November 3, 2014

Writing It All Down

Not to far from me is this little old house built in the early 1800's. Like most old homes and buildings around here, I watch them waste away year after year, wishing I could restore them, give tours of them where I tell the story of the families that came and went from them, and then write a book about them.

I often wonder why the people who came from places like this have not done this-and why the current landowners would let the home decay (they have their reasons, I'm sure). And I know that as much as I'd love to tell a story about someone else home life, I have yet to tell/write my own. For years I have always wanted to do this, leave a special part of my life in written form. And anymore, I'd also love to do this about our land. Our land has a history in itself in that since we've lived here for twenty something years there are plenty of trees where once there were none. Certain wildflowers have come and gone only to be replaced by more aggressive ones. Blackberries have taken over black raspberries, and grapevine now canopies a great majority of the trees. There is a lot to tell. And year after year, I make it a point to learn something new about our land, about a plant or animal that lives here. A lot of times I wonder about places far from me, when in truth I wonder why I do; There is forever a wealth of things to learn about the owls, bats, snakes, groundhogs, rabbits, deer, insects, trees, flowers, soil, seeds, neighbors, and seasons, right here. And in every discovery, I become closer to nature and learn more about myself and what is most important to me. Someday soon, I hope to start a book about living here and how the land has changed. It is my hope of passing a book or two along to the new owners who might live here. Often we think our children will always take our place, but as we learn decades later things can change. Circumstances may arise that take our children elsewhere. I hope this never happens to me, but no matter who lives here, I want them to know how much this place means to me, and what it has done for us in the way of feeding our family, making memories, relieving stress, giving hope, adding a new chapter in this never-ending history on my road.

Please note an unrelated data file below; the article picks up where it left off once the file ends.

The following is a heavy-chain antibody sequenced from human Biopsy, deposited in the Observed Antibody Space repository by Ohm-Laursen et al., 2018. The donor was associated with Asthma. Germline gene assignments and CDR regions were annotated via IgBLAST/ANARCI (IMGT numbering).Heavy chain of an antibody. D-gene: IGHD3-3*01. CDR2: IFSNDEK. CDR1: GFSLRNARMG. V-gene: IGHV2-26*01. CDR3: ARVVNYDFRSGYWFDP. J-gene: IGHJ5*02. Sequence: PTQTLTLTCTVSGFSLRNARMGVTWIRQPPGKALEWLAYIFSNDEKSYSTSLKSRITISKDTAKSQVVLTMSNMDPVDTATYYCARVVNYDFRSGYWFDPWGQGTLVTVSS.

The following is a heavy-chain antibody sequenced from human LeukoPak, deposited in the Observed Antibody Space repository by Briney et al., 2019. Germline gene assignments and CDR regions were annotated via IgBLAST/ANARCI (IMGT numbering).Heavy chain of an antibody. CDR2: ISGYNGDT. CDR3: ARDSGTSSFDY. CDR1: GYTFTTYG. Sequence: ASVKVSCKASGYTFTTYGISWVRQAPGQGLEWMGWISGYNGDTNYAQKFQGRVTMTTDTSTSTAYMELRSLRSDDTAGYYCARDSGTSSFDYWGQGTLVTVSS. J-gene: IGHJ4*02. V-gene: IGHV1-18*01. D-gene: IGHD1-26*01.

And so, when I walk by this weathered log house in the photo, I think about the mother and father, and the many children who lived here. What a beautiful story to be told, no matter the seemingly hard life they had.

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